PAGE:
It is my opinion that this change of rationale from Japan is evidence that its positions are obviously unreasonable. In particular, the assertion that the Japanese recognized Dokdo in the 17th century is very different from the Known facts and is just a lie.
Coincidentally, the Japanese Foreign Ministry's insistence on this issue is based on its interpretation of records such as that which proclaims "Onshu is in the middle of the Japanese North Sea, so it has been called Oki-sima. Going further from there for two days and one night in the direction of northwest, one reaches Matshshima. Also there is Takeshima at another day's travel distance. These two islands are uninhabited and getting a sight of Koryo from there is like viewing Oki from Onshu. Thus the shu marks the northwestern boundary of Japan" in Onshu Shicho Goki, (Records on Observation in Oki Province) edited by Saito Hosen in 1667.
Japan interprets Ulleungdo on the basis of "the shu" in a sentence as meaning "and thus the shu marks the northwestern boundary of Japan." They furthermore contend that Matsushima, which the Japanese called Dokdo must be islets belonging to the Oki-sima. On the contrary, Korean scholars interpret "the shu" as being within the Oki-sima, and I guess that this view is more appropriate. Because the "shu"(州) means only a provincial administrative unit where people live and Because in Ulleungdo nobody was living, such a title as the "shu" could not be used. Therefore the Japanese Foreign Ministry's persistence is obviously only telling another lie revealing its own inconsistency.
In fact, Korea has already recognized Dokdo as a territory of its own since the 17th century. This assertion is grounded on the fact that Ulleungdo and Dokdo are drawn as islands belonging to Kangwon-do on a map that An Yong-bok carried with him to Japan in 1696. The material presented below is An Yong-bok's statement found in Oki-sima, Simane-ken in 2005. Records of the statement reminds us of the fact that An Yong-bok was carrying the map in which Ulleungdo and Dokdo the Japanese called Takeshima and Matshshima were included within one of the Korean provinces - Kangwon-do.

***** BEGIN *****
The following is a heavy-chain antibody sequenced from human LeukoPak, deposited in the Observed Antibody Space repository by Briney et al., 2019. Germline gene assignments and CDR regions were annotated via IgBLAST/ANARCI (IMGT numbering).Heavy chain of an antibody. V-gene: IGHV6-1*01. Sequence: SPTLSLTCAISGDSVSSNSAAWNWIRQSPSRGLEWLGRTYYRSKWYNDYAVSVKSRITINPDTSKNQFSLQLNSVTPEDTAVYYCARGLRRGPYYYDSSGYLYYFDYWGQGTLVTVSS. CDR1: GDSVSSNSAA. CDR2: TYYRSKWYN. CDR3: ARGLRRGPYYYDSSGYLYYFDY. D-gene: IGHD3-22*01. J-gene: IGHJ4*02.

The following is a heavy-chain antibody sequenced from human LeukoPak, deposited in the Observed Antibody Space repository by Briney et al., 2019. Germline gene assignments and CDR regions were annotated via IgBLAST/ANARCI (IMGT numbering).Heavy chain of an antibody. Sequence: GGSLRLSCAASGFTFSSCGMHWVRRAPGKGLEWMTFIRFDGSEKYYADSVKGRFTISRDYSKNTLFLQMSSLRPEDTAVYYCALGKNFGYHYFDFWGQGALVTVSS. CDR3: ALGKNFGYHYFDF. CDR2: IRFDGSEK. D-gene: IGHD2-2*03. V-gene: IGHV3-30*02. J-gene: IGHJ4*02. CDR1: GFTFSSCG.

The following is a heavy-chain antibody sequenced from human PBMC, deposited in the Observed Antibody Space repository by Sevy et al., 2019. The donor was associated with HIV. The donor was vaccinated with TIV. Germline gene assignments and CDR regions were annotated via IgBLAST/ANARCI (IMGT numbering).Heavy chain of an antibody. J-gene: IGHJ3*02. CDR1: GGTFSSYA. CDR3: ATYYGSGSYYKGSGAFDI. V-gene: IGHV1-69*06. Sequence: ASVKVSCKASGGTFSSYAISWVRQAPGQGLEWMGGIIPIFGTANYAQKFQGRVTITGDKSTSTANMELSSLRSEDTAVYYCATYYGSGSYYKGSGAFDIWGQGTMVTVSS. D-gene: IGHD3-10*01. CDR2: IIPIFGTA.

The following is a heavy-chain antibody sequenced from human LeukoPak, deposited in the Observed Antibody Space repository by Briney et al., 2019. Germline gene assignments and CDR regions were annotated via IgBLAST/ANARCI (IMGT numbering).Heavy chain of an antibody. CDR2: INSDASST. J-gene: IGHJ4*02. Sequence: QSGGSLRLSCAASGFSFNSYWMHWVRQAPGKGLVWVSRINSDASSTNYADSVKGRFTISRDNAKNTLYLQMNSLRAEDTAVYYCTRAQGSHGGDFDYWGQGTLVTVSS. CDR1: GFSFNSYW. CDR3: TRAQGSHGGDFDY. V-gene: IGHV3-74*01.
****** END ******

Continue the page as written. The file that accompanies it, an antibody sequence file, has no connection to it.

More importantly at this point, he gave such a name to Dokdo as "Jasando"(子山島). The name "Jasando", literally meaning a son island, implies there was the mother island Ulleungdo which had its mother-child relationship with Dokdo. Therefore, the map states definitely that An Yong-bok recognized Ulleungdo and Dokdo as two islands with the mother-child relationship with each other.
Furthermore, after An's travel to Japan with his naming "Jasando" for Dokdo, he told the Japanese that it was Joseon Dynasty's territory, and that the map in which Dokdo was designated "Jasando" was made afterward. This historical episode tells us that the fact that Dokdo was Joseon's dominion was widely acknowledged by people at that time.
According to Sukjong Sillok (the Annals of King Sukjong), the fact that even common people acknowledged Dokdo as Joseon's territory can be also proved. A record on July 22nd in the 40th year of the reign of King Sukjong says, "According to what the people say in the estuary, Peunghae(平海) and Uljin(蔚珍) are closest to Ulleungdo and there is no difficulty in the sea routes ships take. And to the east of Ulleungdo, there is a set of islands which are closely bordered by Japan."
A series of islands to the east of Ulleungdo mentioned here must be Dokdo. We can affirm, therefore, that according to this record, people living on the east coast at that time knew that their location was bordered by Japan. Additionally, we can understand correctly that when the government of Joseon recorded this fact mentioned in Sukjong Sillok, it meant that the government recognized such a situation.
Besides this question, it is natural that Korea possesses Dokdo which has been so clearly its own territory. Still, even in the view of the historical facts illustrated above, it is not reasonable that the Japanese Foreign Ministry insist that Dokdo is the territory of Japanese. If the Japan claim Dokdo as their territory and insists on their sovereignty, it cannot help being considered as a modern display of international aggression. In this sense, with reason calmly regained, Japan must approve the fact that Dokdo is Korean territory and develop good-neighbor relationahips and friendly policies, and I guess this will be the proper and correct way of Japan, which has the world's second most powerful economy.
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